Thankfully for athletes, there are many different ways you can get cold compression therapy depending on your situation, location, and budget. Some of these options provide static compression, while others provide Intermittent Pneumatic Compression for even more potential benefits.
The most affordable way to get some of the benefits of cold compression therapy is to use a cold compress. This is something you can buy or even make at home, although make sure you don’t apply ice directly to the skin for more than twenty minutes at a time.
The main advantage of using a cold compress as your cold compression therapy is that it’s quite affordable. There are a few drawbacks, though. For one thing, homemade cold compresses usually don’t have consistent temperature control or proper insulation, which can lead to uneven cooling. Depending on the type of cold compress you have, you may not be able to target more contoured areas of the body like the knees and elbows.
Another drawback is that a cold compress uses static compression, which may not be as effective for injury recovery as Intermittent Pneumatic Compression.
Cold Compression Therapy Devices
Specially designed cold compression therapy devices give athletes, trainers, and physical therapists even more options.
PowerPlay’s cold and compression therapy products, for instance, use advanced technology to apply cold compression therapy to specific areas of the body.
While some cold compression therapy devices can be quite pricey, PowerPlay’s devices are quite cost-effective, especially for athletes, physical therapists, and athletic trainers who expect to use the devices again and again.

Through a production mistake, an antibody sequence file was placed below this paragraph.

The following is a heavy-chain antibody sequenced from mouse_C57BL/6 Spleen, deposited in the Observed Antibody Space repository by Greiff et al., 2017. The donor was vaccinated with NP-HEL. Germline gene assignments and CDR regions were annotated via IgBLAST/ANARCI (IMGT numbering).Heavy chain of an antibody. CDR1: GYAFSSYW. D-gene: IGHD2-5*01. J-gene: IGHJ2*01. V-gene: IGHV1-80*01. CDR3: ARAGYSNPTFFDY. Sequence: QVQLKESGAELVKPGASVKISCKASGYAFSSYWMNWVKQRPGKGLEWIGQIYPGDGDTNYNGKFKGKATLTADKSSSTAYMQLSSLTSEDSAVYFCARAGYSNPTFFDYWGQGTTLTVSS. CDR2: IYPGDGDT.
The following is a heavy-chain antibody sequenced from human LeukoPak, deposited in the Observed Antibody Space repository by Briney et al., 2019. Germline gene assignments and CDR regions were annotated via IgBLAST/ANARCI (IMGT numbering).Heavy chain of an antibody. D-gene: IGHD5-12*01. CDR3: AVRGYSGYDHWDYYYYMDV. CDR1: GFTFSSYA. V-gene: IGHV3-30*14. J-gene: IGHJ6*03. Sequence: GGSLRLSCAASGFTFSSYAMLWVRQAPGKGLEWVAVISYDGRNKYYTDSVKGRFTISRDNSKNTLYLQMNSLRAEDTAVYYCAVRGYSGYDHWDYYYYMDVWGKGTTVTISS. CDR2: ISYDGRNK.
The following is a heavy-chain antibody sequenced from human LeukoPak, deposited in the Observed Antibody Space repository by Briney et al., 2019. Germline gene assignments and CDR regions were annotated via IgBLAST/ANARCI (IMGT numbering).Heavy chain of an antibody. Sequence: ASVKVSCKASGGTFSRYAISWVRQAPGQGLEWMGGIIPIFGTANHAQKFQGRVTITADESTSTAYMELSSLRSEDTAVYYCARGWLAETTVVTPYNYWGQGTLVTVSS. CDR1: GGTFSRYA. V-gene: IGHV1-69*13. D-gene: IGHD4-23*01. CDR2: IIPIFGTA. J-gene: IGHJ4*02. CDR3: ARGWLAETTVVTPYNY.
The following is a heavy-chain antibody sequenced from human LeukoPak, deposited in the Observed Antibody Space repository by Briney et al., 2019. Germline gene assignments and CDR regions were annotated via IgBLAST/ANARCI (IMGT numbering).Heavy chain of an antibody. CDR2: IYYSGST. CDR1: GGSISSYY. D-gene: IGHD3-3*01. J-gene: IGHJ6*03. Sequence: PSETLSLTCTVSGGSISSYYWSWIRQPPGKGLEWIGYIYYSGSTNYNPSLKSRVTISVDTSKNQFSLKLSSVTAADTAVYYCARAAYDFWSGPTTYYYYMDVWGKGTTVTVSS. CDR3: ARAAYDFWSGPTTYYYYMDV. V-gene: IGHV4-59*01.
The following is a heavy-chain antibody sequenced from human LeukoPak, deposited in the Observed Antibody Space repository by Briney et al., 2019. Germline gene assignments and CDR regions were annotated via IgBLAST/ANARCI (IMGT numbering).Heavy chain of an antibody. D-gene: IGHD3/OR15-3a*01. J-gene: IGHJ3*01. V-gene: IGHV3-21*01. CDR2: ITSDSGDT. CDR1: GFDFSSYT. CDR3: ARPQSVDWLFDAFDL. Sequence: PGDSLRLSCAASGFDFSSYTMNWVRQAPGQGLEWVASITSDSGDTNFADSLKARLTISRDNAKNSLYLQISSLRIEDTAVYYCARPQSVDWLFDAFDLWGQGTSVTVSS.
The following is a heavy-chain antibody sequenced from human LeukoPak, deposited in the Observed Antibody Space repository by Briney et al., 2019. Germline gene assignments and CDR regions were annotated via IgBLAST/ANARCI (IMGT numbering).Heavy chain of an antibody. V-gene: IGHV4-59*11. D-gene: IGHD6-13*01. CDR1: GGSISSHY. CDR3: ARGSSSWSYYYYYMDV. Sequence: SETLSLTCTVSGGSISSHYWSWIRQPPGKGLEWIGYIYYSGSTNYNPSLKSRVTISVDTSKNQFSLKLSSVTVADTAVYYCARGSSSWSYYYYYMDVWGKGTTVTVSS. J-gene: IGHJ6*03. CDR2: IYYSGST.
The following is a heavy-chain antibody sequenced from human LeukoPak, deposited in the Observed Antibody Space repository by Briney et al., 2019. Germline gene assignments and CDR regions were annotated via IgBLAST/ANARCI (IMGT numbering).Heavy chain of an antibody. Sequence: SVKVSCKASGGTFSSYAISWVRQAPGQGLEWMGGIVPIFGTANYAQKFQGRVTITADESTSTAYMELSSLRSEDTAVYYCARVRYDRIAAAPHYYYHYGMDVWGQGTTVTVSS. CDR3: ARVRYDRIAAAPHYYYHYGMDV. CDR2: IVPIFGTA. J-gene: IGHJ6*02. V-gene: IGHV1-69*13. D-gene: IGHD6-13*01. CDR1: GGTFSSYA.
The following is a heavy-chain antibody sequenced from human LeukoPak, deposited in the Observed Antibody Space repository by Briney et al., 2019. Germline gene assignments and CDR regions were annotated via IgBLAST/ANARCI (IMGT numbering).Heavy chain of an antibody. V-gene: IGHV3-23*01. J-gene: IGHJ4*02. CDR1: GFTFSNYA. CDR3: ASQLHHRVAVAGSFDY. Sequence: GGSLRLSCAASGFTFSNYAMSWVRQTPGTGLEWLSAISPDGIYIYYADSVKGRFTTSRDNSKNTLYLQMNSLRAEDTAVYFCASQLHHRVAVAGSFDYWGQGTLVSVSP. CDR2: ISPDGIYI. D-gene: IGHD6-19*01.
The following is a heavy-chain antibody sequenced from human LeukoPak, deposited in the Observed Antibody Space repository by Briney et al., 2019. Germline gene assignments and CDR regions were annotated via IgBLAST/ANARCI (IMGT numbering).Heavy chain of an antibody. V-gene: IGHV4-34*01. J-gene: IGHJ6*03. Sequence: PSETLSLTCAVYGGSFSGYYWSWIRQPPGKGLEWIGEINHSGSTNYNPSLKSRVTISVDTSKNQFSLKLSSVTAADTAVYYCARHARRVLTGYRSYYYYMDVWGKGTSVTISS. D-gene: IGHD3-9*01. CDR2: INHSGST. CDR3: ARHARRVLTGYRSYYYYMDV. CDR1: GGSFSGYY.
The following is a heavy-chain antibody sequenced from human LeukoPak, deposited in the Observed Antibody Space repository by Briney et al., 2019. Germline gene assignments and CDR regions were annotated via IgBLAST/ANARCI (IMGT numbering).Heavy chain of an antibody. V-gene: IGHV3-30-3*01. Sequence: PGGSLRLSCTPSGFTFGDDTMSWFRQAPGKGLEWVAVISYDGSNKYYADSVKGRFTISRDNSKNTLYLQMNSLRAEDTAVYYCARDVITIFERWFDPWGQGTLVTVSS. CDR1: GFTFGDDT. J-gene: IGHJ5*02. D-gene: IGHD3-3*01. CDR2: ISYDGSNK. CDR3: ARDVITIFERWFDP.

Partial or Whole Body Cryotherapy
Another popular option is partial or whole body cryotherapy in a cryotherapy chamber at a specialized facility. These treatments are usually quick and can offer many of the general benefits that cryotherapy offers. This type of treatment might be beneficial for anyone looking for the health benefits of cryotherapy. The main advantage is that the treatment can be applied to the whole body instead of a localized body part. The treatments are often quite quick as well, lasting just a few minutes.
Disadvantages are that you need access to this type of facility in your area, and that compression therapy is typically an additional service on top of the cryotherapy session. It may be cost-effective as a single treatment, but a compression device you can use at home repeatedly may end up being much less expensive in the long run.
Get the Recovery You Need
If you’re suffering from an injury or nagging pain from your athletic activities, it’s always best to talk to a physical therapist. They’ll be able to recommend if cold compression therapy, including PowerPlay’s devices, would be helpful in your situation.
For more information about cold compression therapy and injury recovery, check out our cold compression resource page.
Whatever you decide, make sure to get the recovery you need. After all, you deserve to get back to the sport you love!